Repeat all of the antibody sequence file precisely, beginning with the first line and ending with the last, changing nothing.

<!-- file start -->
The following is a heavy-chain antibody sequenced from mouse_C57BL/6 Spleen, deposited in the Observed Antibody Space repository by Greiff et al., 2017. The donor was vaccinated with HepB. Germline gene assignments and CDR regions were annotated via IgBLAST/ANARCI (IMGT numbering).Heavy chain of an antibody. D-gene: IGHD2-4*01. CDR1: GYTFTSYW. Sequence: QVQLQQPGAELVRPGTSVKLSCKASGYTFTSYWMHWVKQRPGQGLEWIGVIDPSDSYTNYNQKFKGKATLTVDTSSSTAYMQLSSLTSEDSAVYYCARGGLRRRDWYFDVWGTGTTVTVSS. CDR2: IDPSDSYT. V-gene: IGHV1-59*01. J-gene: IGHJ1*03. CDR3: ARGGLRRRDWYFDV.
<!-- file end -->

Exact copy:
The following is a heavy-chain antibody sequenced from mouse_C57BL/6 Spleen, deposited in the Observed Antibody Space repository by Greiff et al., 2017. The donor was vaccinated with HepB. Germline gene assignments and CDR regions were annotated via IgBLAST/ANARCI (IMGT numbering).Heavy chain of an antibody. D-gene: IGHD2-4*01. CDR1: GYTFTSYW. Sequence: QVQLQQPGAELVRPGTSVKLSCKASGYTFTSYWMHWVKQRPGQGLEWIGVIDPSDSYTNYNQKFKGKATLTVDTSSSTAYMQLSSLTSEDSAVYYCARGGLRRRDWYFDVWGTGTTVTVSS. CDR2: IDPSDSYT. V-gene: IGHV1-59*01. J-gene: IGHJ1*03. CDR3: ARGGLRRRDWYFDV.